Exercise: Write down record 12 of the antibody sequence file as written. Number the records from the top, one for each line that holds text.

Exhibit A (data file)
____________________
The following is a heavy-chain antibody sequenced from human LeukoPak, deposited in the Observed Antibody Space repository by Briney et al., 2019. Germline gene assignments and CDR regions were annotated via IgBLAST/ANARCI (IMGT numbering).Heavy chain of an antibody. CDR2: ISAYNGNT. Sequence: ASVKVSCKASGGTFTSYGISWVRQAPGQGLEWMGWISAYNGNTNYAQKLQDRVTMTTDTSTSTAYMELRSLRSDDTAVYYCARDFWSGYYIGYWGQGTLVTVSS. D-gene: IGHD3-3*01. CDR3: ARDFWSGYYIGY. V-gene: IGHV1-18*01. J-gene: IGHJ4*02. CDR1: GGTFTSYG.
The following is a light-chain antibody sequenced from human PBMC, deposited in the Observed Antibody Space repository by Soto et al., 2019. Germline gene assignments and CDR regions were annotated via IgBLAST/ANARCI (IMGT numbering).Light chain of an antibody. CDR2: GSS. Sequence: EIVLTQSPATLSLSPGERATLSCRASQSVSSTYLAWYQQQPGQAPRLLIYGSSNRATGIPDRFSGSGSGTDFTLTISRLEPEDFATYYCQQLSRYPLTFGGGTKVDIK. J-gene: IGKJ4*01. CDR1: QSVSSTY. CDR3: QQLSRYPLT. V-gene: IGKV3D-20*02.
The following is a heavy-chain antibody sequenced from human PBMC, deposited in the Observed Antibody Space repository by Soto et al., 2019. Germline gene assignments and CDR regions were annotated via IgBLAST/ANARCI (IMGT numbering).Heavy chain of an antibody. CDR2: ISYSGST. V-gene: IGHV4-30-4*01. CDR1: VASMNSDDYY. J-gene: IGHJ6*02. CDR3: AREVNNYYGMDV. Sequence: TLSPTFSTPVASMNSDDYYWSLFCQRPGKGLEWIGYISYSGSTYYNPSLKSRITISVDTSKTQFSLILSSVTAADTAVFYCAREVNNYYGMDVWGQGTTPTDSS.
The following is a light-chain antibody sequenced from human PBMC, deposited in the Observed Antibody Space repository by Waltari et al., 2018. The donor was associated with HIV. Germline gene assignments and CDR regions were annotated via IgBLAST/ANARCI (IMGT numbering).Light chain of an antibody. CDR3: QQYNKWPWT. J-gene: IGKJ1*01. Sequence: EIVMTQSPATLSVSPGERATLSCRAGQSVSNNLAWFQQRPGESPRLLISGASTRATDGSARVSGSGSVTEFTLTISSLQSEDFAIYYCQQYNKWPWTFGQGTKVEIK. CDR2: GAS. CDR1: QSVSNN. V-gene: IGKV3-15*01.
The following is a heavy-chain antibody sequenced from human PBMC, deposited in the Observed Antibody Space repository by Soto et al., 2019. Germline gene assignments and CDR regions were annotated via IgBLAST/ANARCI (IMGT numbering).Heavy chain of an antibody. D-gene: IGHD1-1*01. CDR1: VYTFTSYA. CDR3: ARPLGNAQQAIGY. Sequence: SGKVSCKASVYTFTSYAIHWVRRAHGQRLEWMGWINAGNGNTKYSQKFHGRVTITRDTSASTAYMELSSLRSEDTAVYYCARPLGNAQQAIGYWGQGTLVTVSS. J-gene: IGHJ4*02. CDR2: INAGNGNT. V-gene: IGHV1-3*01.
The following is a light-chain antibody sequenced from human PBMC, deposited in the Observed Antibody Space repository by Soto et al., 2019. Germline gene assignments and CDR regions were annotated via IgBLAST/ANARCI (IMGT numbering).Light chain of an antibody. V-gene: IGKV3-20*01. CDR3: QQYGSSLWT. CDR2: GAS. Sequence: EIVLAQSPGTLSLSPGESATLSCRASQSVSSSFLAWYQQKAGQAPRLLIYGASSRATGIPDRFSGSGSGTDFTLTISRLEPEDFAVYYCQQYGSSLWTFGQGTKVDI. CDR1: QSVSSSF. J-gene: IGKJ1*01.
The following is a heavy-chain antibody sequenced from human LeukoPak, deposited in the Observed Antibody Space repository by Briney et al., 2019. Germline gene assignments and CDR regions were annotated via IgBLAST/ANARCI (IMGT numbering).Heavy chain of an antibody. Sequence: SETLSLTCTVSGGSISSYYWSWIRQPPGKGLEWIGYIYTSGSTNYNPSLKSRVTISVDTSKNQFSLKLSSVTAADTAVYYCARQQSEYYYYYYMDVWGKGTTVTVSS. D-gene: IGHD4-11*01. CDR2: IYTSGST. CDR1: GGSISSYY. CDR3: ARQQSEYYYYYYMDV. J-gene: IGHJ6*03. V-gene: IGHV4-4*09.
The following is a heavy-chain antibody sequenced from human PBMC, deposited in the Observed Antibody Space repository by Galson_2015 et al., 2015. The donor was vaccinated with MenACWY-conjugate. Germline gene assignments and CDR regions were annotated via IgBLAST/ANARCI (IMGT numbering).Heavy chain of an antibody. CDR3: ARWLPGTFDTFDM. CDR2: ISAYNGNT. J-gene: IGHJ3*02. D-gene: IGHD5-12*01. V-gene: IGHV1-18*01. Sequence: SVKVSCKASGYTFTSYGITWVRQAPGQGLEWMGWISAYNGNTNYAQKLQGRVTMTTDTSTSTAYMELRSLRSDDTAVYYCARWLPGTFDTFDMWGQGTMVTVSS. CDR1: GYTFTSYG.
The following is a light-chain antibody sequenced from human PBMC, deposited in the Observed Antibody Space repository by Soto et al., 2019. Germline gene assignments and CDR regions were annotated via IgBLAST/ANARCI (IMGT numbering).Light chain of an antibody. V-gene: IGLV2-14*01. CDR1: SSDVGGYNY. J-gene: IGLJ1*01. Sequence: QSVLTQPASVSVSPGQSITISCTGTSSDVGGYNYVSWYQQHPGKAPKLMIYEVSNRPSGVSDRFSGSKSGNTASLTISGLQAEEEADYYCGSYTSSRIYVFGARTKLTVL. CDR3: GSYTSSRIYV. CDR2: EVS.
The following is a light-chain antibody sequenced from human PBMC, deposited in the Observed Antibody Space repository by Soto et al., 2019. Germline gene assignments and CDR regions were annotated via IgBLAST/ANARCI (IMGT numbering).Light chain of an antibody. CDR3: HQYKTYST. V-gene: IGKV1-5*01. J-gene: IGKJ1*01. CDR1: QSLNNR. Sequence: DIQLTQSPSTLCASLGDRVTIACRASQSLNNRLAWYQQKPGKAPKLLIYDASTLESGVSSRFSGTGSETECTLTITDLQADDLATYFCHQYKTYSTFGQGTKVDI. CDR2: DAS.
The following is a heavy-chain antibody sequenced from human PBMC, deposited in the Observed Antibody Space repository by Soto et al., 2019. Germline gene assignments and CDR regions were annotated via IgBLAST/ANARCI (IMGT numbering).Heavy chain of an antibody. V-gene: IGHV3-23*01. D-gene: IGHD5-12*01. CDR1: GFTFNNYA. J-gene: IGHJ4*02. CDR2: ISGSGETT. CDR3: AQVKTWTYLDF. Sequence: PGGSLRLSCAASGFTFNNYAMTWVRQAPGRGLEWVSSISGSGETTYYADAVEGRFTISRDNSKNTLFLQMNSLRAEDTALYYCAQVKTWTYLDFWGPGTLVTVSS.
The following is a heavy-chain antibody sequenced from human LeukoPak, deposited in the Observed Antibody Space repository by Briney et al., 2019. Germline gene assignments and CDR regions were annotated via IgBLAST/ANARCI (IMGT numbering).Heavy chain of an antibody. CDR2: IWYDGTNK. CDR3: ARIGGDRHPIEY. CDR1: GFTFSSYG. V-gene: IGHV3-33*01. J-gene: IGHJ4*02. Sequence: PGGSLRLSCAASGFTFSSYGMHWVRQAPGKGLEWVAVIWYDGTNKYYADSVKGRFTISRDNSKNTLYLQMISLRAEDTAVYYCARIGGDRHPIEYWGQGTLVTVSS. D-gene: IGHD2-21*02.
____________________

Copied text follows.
The following is a heavy-chain antibody sequenced from human LeukoPak, deposited in the Observed Antibody Space repository by Briney et al., 2019. Germline gene assignments and CDR regions were annotated via IgBLAST/ANARCI (IMGT numbering).Heavy chain of an antibody. CDR2: IWYDGTNK. CDR3: ARIGGDRHPIEY. CDR1: GFTFSSYG. V-gene: IGHV3-33*01. J-gene: IGHJ4*02. Sequence: PGGSLRLSCAASGFTFSSYGMHWVRQAPGKGLEWVAVIWYDGTNKYYADSVKGRFTISRDNSKNTLYLQMISLRAEDTAVYYCARIGGDRHPIEYWGQGTLVTVSS. D-gene: IGHD2-21*02.